university in Ruomberok.
The significant Hungarian minority in Slovakia has been provided with
primary, secondary, and vocational schools. The training of Hungarian
schoolteachers in Slovakia is secured through special classes at the
Bratislava and Nitra universities. For the first time, a
Hungarian-language university opened in 2004 in Komárno.
Richard Horsley Osborne
Francis William Carter
The antecedents of a distinct Slovak culture date from the Christian
mission sent to Moravia in ad 863 by the Byzantine emperor Michael III
at the request of the Moravian prince Rostislav; the Moravian state then
encompassed at least part of the territory of present-day Slovakia.
Byzantine influence was short-lived, however, and did not survive the
competition with Latinized western Christianity. Slavic liturgy
disappeared from the region after the invasions by nomadic Magyar
(Hungarian) tribes toward the end of the 9th century. These Magyar
invasions also succeeded in separating the West Slavic ancestors of
today’s Slovaks, living north of the Danube River, from the South Slavs.
Thereafter, until the founding of Czechoslovakia in 1918, the history of
the Slovaks was closely connected with that of Hungary.
Slovak culture, particularly the Slovak language, survived despite
Hungarian hegemony and the widespread use of Czech, Latin, and German.
In the 15th century, Hussites from Bohemia brought the Czech language
and culture to Slovakia, and Slovak Lutherans used Czech as both their
liturgical and literary language, but they remained a distinct minority.
Roman Catholicism continued as the majority religion, and Latin was used
not only for liturgical purposes but also as the main administrative
language until almost the mid-19th century, when it was replaced by
Hungarian. German was widely used by the aristocracy and the urban
middle class, owing to the influence of the Habsburg monarchy. The first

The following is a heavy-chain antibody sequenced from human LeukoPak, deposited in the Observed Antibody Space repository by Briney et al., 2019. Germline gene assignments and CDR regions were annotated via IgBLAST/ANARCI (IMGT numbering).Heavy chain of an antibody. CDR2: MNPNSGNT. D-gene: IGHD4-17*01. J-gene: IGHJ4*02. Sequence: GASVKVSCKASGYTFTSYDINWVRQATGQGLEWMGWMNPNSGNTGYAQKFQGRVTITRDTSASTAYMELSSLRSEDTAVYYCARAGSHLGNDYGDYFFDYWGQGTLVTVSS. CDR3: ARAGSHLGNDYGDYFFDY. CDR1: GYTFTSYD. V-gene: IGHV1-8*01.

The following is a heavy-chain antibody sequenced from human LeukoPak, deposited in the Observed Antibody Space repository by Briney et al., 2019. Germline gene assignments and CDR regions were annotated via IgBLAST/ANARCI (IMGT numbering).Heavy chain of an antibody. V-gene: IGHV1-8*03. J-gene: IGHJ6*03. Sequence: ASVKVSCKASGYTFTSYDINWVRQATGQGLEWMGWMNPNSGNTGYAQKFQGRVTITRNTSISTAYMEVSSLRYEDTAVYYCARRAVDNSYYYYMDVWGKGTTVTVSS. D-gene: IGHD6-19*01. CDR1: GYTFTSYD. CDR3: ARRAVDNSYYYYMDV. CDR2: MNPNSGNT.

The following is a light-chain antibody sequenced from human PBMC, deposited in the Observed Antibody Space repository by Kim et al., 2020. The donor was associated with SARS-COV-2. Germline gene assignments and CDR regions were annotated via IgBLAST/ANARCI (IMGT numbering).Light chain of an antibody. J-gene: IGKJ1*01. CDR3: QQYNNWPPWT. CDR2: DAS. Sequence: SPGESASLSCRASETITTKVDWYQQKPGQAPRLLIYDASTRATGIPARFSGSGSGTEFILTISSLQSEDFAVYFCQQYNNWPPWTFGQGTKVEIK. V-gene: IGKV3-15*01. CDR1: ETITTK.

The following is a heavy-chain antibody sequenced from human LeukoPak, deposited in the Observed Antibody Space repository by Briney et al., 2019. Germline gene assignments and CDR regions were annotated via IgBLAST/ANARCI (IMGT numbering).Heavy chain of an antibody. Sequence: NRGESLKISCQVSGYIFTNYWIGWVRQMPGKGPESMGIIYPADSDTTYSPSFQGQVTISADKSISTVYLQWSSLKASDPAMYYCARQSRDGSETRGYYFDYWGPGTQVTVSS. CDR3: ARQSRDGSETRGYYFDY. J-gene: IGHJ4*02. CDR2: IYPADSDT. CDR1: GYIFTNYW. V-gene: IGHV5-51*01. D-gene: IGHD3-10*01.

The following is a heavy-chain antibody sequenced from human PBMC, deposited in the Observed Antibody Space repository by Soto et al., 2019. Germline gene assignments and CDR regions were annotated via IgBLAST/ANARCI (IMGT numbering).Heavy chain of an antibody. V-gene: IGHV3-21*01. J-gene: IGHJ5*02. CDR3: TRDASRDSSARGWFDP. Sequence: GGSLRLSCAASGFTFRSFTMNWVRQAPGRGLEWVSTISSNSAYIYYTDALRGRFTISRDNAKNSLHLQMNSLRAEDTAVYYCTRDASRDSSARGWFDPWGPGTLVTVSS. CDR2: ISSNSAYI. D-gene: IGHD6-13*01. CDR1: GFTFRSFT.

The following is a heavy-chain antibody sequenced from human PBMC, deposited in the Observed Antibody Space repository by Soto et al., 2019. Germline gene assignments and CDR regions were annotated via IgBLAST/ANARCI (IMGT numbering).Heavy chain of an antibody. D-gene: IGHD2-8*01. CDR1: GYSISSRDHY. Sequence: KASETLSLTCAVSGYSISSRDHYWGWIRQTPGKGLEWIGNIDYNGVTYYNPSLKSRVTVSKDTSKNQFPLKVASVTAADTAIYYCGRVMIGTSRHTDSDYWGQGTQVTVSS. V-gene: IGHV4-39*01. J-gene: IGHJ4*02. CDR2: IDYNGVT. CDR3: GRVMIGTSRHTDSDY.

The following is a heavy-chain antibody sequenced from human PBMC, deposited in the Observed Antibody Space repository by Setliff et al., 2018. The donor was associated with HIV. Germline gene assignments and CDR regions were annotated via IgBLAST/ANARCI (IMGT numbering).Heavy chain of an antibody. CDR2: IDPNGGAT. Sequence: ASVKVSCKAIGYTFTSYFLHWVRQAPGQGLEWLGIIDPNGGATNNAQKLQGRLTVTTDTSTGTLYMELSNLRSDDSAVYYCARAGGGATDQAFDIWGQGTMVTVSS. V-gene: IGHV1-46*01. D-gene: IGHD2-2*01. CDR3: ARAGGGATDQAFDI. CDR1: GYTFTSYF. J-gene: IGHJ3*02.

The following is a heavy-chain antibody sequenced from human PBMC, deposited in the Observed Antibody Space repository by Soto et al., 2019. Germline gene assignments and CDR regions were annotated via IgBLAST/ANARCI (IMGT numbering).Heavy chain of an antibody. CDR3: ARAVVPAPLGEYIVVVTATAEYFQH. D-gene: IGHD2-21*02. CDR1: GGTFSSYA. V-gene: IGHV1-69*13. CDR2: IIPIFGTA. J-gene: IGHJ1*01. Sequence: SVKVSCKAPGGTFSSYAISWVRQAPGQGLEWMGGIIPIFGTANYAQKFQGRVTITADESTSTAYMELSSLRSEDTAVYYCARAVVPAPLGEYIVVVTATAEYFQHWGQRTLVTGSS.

Slovak intellectuals to be concerned with the preservation of the Slovak
language and culture emerged during the Enlightenment and the French
revolutionary wars. Although primarily educated in Hungarian, the Slovak
intelligentsia—whether priests, lawyers, or doctors—communicated with
Slovak peasants and servants in their language and helped to accelerate
the spread of modern Slovak literacy. Hungarian nationalists reacted by
enforcing Magyarization at every level of education beyond primary
school; contemporary experts predicted the extinction of the Slovak
nation within a generation. Nevertheless, the number of Slovaks
attending secondary schools and colleges in Hungary continued to
increase, and selective censorship could not stop the spread of Slovak
newspapers and books. With the creation of Slovakia within the new
country of Czechoslovakia, the durability of the Slovak language and
culture was confirmed. Shortly after Slovakia’s independence, Slovak
became enshrined as the country’s official language.
Daily life and social customs
The rich folklore and customs of many Slovak regions have survived
into modern times. They are on full display in the Catholic parishes,
especially during the two main Christian holidays. A genuine Roman
Catholic Christmas in Slovakia includes the three days of Christmas
(December 24–26) and is carried over to Three Kings’ Day (January 6).
Traditional Christmas carols are typically a part of the festivities. In
some regions Easter, particularly Good Friday, is the biggest religious
holiday of the year. Apart from religious celebrations, numerous folk
music festivals take place in Slovakia. These may feature both Slovak
and Roma performers.
Slovak food and drink have been influenced by the surrounding, mostly
Hungarian and German, cuisine. Traditional Slovak food consists of a
wide range of soups, gruels, boiled and stewed vegetables, roasted and
smoked meats, and dairy products, especially sheep’s milk cheese
(bryndza). Bryndzové halušky, small potato dumplings mixed with bryndza,
is a Slovak specialty. Viticulture was brought to Slovakia by the
ancient Romans as they advanced along the Danube 2,000 years ago, and
vineyards still are found along the Danube and Váh rivers. In addition
to wine, brandy is a popular drink in Slovakia. Typical Slovak brandies